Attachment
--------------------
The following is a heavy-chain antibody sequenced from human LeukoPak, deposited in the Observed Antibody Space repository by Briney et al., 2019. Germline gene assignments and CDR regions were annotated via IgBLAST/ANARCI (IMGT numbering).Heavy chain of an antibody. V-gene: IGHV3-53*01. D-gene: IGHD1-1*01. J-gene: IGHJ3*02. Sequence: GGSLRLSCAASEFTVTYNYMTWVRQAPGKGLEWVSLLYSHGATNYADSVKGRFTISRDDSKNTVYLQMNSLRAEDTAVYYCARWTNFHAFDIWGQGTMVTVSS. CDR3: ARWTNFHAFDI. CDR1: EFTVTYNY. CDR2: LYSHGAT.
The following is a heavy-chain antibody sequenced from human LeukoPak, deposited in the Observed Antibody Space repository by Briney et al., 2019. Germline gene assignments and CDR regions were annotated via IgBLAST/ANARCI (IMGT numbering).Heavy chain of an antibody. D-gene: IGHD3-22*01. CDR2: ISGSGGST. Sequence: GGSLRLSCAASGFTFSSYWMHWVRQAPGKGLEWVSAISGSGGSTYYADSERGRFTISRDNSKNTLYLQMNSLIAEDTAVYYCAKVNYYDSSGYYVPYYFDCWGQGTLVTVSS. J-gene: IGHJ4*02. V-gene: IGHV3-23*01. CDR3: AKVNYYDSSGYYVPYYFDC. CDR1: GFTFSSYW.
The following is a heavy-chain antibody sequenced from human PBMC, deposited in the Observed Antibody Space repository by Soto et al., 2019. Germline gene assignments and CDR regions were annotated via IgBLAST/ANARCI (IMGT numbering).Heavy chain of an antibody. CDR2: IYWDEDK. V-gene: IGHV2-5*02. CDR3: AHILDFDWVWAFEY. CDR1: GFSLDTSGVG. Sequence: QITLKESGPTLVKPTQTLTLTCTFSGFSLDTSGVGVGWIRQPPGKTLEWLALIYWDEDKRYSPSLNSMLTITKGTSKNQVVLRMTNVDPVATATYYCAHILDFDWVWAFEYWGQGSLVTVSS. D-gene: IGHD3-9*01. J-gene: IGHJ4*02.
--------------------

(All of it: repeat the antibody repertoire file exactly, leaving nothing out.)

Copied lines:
The following is a heavy-chain antibody sequenced from human LeukoPak, deposited in the Observed Antibody Space repository by Briney et al., 2019. Germline gene assignments and CDR regions were annotated via IgBLAST/ANARCI (IMGT numbering).Heavy chain of an antibody. V-gene: IGHV3-53*01. D-gene: IGHD1-1*01. J-gene: IGHJ3*02. Sequence: GGSLRLSCAASEFTVTYNYMTWVRQAPGKGLEWVSLLYSHGATNYADSVKGRFTISRDDSKNTVYLQMNSLRAEDTAVYYCARWTNFHAFDIWGQGTMVTVSS. CDR3: ARWTNFHAFDI. CDR1: EFTVTYNY. CDR2: LYSHGAT.
The following is a heavy-chain antibody sequenced from human LeukoPak, deposited in the Observed Antibody Space repository by Briney et al., 2019. Germline gene assignments and CDR regions were annotated via IgBLAST/ANARCI (IMGT numbering).Heavy chain of an antibody. D-gene: IGHD3-22*01. CDR2: ISGSGGST. Sequence: GGSLRLSCAASGFTFSSYWMHWVRQAPGKGLEWVSAISGSGGSTYYADSERGRFTISRDNSKNTLYLQMNSLIAEDTAVYYCAKVNYYDSSGYYVPYYFDCWGQGTLVTVSS. J-gene: IGHJ4*02. V-gene: IGHV3-23*01. CDR3: AKVNYYDSSGYYVPYYFDC. CDR1: GFTFSSYW.
The following is a heavy-chain antibody sequenced from human PBMC, deposited in the Observed Antibody Space repository by Soto et al., 2019. Germline gene assignments and CDR regions were annotated via IgBLAST/ANARCI (IMGT numbering).Heavy chain of an antibody. CDR2: IYWDEDK. V-gene: IGHV2-5*02. CDR3: AHILDFDWVWAFEY. CDR1: GFSLDTSGVG. Sequence: QITLKESGPTLVKPTQTLTLTCTFSGFSLDTSGVGVGWIRQPPGKTLEWLALIYWDEDKRYSPSLNSMLTITKGTSKNQVVLRMTNVDPVATATYYCAHILDFDWVWAFEYWGQGSLVTVSS. D-gene: IGHD3-9*01. J-gene: IGHJ4*02.